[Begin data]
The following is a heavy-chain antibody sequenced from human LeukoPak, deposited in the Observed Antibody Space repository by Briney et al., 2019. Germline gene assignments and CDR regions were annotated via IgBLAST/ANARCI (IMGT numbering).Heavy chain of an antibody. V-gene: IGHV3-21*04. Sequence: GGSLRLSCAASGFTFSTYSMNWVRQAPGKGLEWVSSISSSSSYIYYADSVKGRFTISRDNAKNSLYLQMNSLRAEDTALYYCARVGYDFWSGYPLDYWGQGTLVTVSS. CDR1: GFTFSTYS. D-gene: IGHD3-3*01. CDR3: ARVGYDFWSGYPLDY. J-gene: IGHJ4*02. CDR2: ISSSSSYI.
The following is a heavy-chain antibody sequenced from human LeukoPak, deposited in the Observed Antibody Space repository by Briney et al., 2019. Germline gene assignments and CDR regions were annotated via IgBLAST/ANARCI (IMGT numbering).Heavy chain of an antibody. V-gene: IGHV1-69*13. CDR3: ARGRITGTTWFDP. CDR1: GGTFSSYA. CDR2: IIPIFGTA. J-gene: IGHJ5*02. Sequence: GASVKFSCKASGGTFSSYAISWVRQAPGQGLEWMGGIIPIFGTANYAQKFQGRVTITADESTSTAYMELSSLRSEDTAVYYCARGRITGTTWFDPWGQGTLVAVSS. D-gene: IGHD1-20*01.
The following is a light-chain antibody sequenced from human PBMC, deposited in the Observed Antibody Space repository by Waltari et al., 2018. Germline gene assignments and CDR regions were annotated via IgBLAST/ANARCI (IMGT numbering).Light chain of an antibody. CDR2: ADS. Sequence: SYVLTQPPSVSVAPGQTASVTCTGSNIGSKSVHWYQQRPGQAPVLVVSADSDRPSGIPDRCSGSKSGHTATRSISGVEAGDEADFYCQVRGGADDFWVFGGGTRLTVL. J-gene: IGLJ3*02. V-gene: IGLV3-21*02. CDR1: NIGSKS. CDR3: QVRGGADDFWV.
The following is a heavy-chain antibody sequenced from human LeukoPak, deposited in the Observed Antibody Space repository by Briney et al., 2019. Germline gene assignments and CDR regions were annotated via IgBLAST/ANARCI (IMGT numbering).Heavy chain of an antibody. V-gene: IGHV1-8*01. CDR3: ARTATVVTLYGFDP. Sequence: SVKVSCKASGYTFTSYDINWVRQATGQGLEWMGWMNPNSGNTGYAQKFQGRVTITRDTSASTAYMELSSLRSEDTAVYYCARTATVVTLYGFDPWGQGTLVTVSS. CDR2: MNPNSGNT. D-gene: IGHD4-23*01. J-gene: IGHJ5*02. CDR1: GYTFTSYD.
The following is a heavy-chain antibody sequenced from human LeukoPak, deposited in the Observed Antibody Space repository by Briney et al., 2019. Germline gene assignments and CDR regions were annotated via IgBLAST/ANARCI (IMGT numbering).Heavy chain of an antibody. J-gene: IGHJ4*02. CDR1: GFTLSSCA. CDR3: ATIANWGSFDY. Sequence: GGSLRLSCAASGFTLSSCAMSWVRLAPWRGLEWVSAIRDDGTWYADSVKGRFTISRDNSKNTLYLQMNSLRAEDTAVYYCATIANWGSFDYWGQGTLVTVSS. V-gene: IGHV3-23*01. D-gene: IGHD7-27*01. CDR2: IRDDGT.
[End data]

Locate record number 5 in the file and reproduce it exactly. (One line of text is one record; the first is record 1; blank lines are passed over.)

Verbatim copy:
The following is a heavy-chain antibody sequenced from human LeukoPak, deposited in the Observed Antibody Space repository by Briney et al., 2019. Germline gene assignments and CDR regions were annotated via IgBLAST/ANARCI (IMGT numbering).Heavy chain of an antibody. J-gene: IGHJ4*02. CDR1: GFTLSSCA. CDR3: ATIANWGSFDY. Sequence: GGSLRLSCAASGFTLSSCAMSWVRLAPWRGLEWVSAIRDDGTWYADSVKGRFTISRDNSKNTLYLQMNSLRAEDTAVYYCATIANWGSFDYWGQGTLVTVSS. V-gene: IGHV3-23*01. D-gene: IGHD7-27*01. CDR2: IRDDGT.